The opinion of the court was delivered by: HAIGHT
MEMORANDUM OPINION AND ORDER
Plaintiff Brownsville Community Council, Inc. ("BCC") brings this action to recover $97,730.30 remitted to the City of New York by defendant Banco de Ponce ("the Bank") allegedly in violation of the Bank's implied contractual obligation to BCC as depositor of the funds. The Bank has brought a third-party action against the Human Resources Administration of the City of New York ("HRA"), the Community Development Agency ("CDA"), their respective commissioners, and the City of New York (hereinafter collectively referred to as "the City") on a theory of indemnification and money had and received. The case is presently before the Court on (1) plaintiff's motion for summary judgment; (2) defendant's motion for summary judgment against third-party defendants; (3) third-party defendants' motion to dismiss the complaint or, in the alternative, to dismiss defendant's third-party complaint against the City; and (4) third-party defendants' motion for leave to amend its answer.
With regard to the latter motion, the City's request to amend its answer is granted insofar as it seeks to specifically assert against plaintiff the various defenses initially asserted against third-party plaintiff. Further, in light of the numerous affidavits and documentation submitted to the Court with these motions, the City's motion to dismiss the complaint pursuant to Fed.R.Civ.P. 12(b)(6) will be treated as one for summary judgment pursuant to Fed.R.Civ.P. 56.
Essential to an understanding of the issues now before the Court is a review of the lengthy and at times acrimonious history of the parties to this action.
The Community Development Agency is an administrative agency of the City of New York under the jurisdiction of the Human Resources Administration. CDA is responsible for administering the Community Action Program in New York City, a neighborhood assistance program established in 1972 pursuant to the Economic Opportunity Act of 1964, as amended, 42 U.S.C. § 2781 et seq., repealed Pub.L. 97-35, Title VI, § 683(a), 95 Stat. 519 (Aug. 13, 1981), and Mayor Executive Order Number 28 (1966), as amended by Executive Orders 84 (1968) and 34 (1975). To manage the federal and municipal funds thus allocated for community assistance activities, CDA initially designated twenty-five community corporations as umbrella organizations for their respective communities. In October of 1972, CDA entered into a one-year contract with plaintiff Brownsville Community Council for the term October 1, 1972 to September 30, 1973, whereby BCC became the community corporation for the Brownsville area of Brooklyn. Pursuant to its prime contract with CDA, BCC subcontracted with approximately eighteen delegate agencies deemed by BCC to meet the service needs of the Brownsville area. BCC supervised the fiscal and administrative operations of these various delegate agencies and, as a conduit of anti-poverty funds, was directly accountable to CDA for all Brownsville program activities. (Chow-Menzer Aff., PP2-3). During the contract period, BCC opened numerous accounts with defendant Banco de Ponce for the deposit of individual program funds.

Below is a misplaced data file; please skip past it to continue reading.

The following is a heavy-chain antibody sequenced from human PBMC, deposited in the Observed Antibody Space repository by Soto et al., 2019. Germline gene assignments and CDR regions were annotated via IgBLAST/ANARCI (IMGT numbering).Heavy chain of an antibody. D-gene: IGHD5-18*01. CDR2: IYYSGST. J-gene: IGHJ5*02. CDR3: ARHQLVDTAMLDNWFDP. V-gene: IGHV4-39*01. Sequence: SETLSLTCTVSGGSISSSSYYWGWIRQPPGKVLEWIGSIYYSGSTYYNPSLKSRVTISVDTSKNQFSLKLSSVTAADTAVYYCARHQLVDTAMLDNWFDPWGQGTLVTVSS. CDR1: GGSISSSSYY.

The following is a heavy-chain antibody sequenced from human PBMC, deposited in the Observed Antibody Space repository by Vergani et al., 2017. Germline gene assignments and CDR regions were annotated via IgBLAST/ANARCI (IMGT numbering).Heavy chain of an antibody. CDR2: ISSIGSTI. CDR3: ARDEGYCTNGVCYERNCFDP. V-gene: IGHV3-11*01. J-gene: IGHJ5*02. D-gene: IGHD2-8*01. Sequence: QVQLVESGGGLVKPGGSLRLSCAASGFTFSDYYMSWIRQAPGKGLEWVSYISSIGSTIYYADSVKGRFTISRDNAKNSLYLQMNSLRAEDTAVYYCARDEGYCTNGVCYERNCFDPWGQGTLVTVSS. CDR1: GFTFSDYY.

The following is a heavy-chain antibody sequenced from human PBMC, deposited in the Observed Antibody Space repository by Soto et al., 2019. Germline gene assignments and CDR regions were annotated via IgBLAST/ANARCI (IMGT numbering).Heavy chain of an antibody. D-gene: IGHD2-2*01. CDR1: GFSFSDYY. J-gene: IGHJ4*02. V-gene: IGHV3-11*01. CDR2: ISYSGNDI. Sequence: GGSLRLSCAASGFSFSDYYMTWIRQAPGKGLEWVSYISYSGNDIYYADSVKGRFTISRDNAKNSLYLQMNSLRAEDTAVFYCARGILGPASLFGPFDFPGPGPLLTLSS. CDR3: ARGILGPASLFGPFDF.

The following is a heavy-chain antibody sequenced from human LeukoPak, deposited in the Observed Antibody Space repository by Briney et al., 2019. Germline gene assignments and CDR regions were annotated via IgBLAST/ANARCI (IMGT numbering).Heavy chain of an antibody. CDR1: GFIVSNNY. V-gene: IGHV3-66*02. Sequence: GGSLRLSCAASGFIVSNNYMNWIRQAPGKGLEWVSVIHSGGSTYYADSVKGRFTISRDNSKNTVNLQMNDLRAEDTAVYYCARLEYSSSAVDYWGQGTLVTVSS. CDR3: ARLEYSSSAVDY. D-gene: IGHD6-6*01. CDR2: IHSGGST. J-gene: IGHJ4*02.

In August of 1972, as then required by federal regulation, 42 U.S.C. § 2791(b); 45 C.F.R. § 1062.200-3(a), BCC conducted a board of directors election. As set forth in the affidavit of David Murray, Director of Programming and Reporting of the Community Development Agency, CDA discovered subsequent to the election that BCC's by-laws, unlike those of the other community corporations, did not conform to the election policy approved by CDA, a policy specifically intended to ensure an ethnic balance on the community corporation's board (Murray Aff., PP2-3).
As a result of continuing disputes relating to the BCC board of directors election,
the New York City Council Against Poverty ("CAP") voted on August 13, 1973, to withdraw recognition of BCC pursuant to CAP's oversight authority.
In a letter dated August 15, 1973, to William Fred Wilson of the BCC, the Commissioner of the Community Development Agency notified BCC as follows:
"The Brownsville Community Council, Inc. is being terminated in accordance with Article VIII of the Direct Program Grant Contract and Article X of the Prime Contract, Section B, Part (1) (iv) and Part 3, which state:
'B. CDA's Right to Terminate.
(1) CDA shall have the right to terminate agreement under the following conditions:
(iv) Other circumstances which cause CDA to deem that it is in the best interest of CDA to terminate this agreement.
(3) CDA may terminate this agreement without cause, subject to the conditions of the applicable federal grant, by giving two (2) weeks written notice to the Community Corporation.'
During the interim thirty (30) days, August 31, 1973 to September 30, 1973, the Brownsville Community Council, Inc. will comply with all close-out procedures, as stated in the Prime Contract.Article X, Termination of Agreement, Section D, Procedure Upon Termination, Section E, Liability for Breach: Set-off, and Article XII, Continuing Programs Subsequent to Termination." (Beckey Aff., Exh. C).
Attached to the Commissioner's letter was a notice of termination and a detailed listing of close-out procedures to be followed by BCC (Beckey Aff., Exh. C). As set forth in Article VIII of the prime contract, these procedures included BCC's obligation to:
" Account for and refund to the Agency, within thirty  days, any unexpended funds which have been paid to the Contractor pursuant to this agreement.
" Furnish within thirty  days an inventory to the Agency of all equipment, appurtenances and property purchased for the program and carry out any Agency directives concerning the disposition thereof.
" Not incur or pay any further obligations pursuant to this agreement beyond the termination date except ...